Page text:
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Assessing Norway’s interest deduction limitation rule with EU/EEA law

Sandra Solbrekke and Lene Bergersen of Deloitte Norway consider whether the Norwegian interest deduction limitation rule is in breach of EEA/EU law, a question currently being assessed by the EFTA Court.

The EFTA case concerns the Norwegian interest deduction limitation rule, in force from 2014 to 2019, and whether it is in breach of the freedom of establishment. The outcome is also relevant for the new interest limitation rule introduced in 2019. 

Background

The EFTA Surveillance Authority (ESA) concluded in its reasoned opinion dated October 25 2016 that the Norwegian interest deduction limitation rule from 2014 was in breach of EU/EEA law. 

The Norwegian government did not agree and maintained that the rule was in line with the EEA Agreement. Due to the introduction of the new interest deduction limitation rule in 2019, ESA closed the infringement case against Norway. 

Based on ESA’s reasoned opinion, several taxpayers who had been subject to interest limitation (including the plaintiff in the EFTA Court case), requested a reassessment. This was denied by the tax office and eventually, for some taxpayers, by the Tax Appeal Board. The plaintiff in the EFTA Court case therefore brought the case to the Oslo District Court and argued for a referral of the EEA questions to the EFTA Court. 

Relevant Norwegian tax law and discriminatory effect 

The relevant Norwegian law is section 6-41 of the Tax Act (the TA), which in 2014 limited the right to deduct net interest expenses above 5 million kroner ($583,308) to 30% of the company’s taxable EBIDTA (earnings before interest, taxes, depreciation and amortisation). 

The rule applies both to national and cross-border group companies. Thus, it is not this rule itself that creates the discriminatory effect. The difference in treatment emerges due to interaction with the group contribution rules. 

These rules enable Norwegian companies in a group to reduce the interest limitation (entirely or partly) because the 30% EBIDTA rule is affected by group contributions received. A possibility that is not available to EEA-based group companies. This makes it more beneficial to establish a group company in Norway rather than in another EEA country.  

It is established in the ECJ Oy AA case (C-231/05) that restricting the possibility to make and receive group contributions to domestic group companies constitutes a restriction on the freedom of establishment. The same should therefore apply when the rules on group contributions affect the interest deduction limitation rule. Furthermore, the restriction (to deny interest deductions) cannot be justified by overriding reasons in the public interest.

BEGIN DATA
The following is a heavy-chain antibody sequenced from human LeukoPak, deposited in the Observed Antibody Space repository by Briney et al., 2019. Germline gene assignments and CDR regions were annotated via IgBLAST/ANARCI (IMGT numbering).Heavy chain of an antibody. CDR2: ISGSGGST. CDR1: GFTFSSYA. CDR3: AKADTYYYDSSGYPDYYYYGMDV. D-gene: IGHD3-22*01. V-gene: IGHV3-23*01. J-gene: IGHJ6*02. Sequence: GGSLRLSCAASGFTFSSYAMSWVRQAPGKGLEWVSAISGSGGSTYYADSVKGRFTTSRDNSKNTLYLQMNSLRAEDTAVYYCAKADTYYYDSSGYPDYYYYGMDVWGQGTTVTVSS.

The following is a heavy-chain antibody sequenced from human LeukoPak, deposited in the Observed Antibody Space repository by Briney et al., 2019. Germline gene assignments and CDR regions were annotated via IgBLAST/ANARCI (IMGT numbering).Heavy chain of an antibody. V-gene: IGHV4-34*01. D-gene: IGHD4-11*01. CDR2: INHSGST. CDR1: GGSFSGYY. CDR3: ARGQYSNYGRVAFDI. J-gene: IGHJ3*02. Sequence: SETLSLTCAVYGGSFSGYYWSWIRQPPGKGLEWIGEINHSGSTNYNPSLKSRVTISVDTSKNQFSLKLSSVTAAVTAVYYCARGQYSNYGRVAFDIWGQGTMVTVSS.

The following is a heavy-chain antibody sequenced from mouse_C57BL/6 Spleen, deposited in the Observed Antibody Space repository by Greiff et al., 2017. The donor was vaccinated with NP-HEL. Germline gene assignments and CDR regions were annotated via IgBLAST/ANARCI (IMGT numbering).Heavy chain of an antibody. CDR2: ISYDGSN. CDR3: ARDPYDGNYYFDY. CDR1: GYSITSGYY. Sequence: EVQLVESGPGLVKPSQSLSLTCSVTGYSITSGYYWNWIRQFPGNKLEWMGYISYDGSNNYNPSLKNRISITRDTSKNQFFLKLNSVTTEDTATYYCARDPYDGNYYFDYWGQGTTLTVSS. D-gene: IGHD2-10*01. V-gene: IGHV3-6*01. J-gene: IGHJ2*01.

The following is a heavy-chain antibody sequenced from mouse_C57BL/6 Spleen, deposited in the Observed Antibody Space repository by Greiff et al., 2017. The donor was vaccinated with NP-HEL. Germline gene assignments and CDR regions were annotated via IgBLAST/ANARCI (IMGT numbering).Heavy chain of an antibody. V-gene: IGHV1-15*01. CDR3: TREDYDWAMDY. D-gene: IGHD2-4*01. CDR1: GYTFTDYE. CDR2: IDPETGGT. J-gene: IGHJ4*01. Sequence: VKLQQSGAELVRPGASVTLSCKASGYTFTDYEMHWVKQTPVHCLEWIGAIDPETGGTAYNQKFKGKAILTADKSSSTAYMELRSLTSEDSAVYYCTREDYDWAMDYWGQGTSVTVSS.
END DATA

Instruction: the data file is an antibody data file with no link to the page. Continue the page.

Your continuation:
Firstly, the consideration of preventing tax avoidance cannot be used as justification because the interest deduction limitation rule also covers interest on loans made on commercial terms and not only wholly artificial arrangements. 

Secondly, the consideration of a balancing allocation right between members states cannot justify why a deduction shall be denied in the national and not the cross-border situation. Such a difference is treatment has only been accepted by the ECJ for tax consolidation rules, not for other tax rules such as interest limitation rules. On this basis, the Norwegian interest deduction limitation rule is in our view contrary to the freedom of establishment.  

This view is supported by the two recent ECJ cases, X and X (C-398/16 and C-399/16) and Lexel (C-484/19). In both cases the discriminatory effect was due to the interaction between group consolidation rules and interest limitation rules.

Possible consequences of the judgment 

The Oslo District Court is not obliged to follow the ruling from the EFTA Court but Norwegian courts normally do if the conclusion is that the interest deduction limitation rule from 2014–2019 is in contrary to the freedom of establishment, the Norwegian government may choose to appeal the case to the Court of Appeal. If not, the plaintiff will be entitled to a reduced interest limitation. Furthermore, other taxpayers that have been denied interest deductions in these years, may request a reassessment.  

The EFTA Court case will also be relevant for the current rules, under which group contributions can still be used to limit interest limitation. From 2019, an equity escape clause was introduced which in effect exempts 100% Norwegian based groups from interest limitation. This feature could also be in breach of EU/EEA law as it makes it more beneficial to invest in Norwegian subsidiaries compared to foreign subsidiaries. 

The overriding reasons discussed above would in our view not defend restrictions caused by the interaction with the group contribution rules and the equity escape clause that effectively exempt 100% Norwegian-based groups. The EFTA Court would hopefully give guidance that could answer some of these questions too.   

Sandra Solbrekke
Associate, Deloitte Norway
Lene Bergersen
Associate, Deloitte Norway

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